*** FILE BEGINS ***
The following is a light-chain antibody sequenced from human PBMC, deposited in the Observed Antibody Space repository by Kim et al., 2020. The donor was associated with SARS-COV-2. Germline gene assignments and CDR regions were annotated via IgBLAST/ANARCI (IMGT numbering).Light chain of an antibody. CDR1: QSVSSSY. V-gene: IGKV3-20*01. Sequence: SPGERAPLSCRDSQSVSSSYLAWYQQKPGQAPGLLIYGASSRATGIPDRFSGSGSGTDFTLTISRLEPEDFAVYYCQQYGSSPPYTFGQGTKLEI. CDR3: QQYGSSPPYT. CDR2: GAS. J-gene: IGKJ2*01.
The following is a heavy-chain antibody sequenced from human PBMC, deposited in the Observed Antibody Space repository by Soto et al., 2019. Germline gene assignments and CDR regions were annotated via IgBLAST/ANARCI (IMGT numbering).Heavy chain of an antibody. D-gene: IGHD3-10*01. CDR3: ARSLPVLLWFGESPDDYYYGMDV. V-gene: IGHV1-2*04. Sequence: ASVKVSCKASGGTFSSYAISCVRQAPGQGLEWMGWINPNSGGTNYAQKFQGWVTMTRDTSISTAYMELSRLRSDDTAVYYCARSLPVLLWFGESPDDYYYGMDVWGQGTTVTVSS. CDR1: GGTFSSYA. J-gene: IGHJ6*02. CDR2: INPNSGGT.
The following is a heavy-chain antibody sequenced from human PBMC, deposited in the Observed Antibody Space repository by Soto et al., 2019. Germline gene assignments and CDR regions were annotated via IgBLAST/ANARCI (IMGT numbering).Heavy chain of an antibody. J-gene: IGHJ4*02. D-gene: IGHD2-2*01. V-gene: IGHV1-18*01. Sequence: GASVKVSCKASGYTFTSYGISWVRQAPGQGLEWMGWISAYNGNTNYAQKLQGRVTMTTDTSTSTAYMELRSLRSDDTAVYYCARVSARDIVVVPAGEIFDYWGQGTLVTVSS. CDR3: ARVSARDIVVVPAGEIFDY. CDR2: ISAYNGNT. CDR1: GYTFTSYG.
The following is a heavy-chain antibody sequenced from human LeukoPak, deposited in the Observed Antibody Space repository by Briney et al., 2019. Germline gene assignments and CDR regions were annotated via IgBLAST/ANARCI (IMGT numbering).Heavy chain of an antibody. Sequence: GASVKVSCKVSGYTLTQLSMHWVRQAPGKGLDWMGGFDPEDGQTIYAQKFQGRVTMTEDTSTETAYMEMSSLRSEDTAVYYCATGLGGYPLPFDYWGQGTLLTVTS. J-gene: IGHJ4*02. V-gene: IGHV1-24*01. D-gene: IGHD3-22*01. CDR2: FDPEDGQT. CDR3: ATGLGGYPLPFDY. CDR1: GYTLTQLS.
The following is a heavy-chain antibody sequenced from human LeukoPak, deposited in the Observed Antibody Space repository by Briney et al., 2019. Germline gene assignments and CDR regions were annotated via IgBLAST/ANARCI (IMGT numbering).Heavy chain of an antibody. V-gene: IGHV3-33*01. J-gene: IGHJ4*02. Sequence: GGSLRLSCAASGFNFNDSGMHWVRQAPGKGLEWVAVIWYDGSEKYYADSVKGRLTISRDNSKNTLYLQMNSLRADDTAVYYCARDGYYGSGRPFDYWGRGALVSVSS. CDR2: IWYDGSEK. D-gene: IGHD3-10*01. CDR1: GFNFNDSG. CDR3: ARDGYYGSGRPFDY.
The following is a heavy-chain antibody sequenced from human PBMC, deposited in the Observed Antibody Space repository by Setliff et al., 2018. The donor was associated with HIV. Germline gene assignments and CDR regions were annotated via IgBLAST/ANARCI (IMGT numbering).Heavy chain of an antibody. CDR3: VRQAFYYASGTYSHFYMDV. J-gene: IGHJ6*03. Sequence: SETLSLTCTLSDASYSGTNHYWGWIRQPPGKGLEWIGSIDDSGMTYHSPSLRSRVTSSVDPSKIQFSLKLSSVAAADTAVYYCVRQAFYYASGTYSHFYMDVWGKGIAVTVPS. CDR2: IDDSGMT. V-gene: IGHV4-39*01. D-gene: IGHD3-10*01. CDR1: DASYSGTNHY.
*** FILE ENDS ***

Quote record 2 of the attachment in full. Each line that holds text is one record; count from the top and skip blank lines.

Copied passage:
The following is a heavy-chain antibody sequenced from human PBMC, deposited in the Observed Antibody Space repository by Soto et al., 2019. Germline gene assignments and CDR regions were annotated via IgBLAST/ANARCI (IMGT numbering).Heavy chain of an antibody. D-gene: IGHD3-10*01. CDR3: ARSLPVLLWFGESPDDYYYGMDV. V-gene: IGHV1-2*04. Sequence: ASVKVSCKASGGTFSSYAISCVRQAPGQGLEWMGWINPNSGGTNYAQKFQGWVTMTRDTSISTAYMELSRLRSDDTAVYYCARSLPVLLWFGESPDDYYYGMDVWGQGTTVTVSS. CDR1: GGTFSSYA. J-gene: IGHJ6*02. CDR2: INPNSGGT.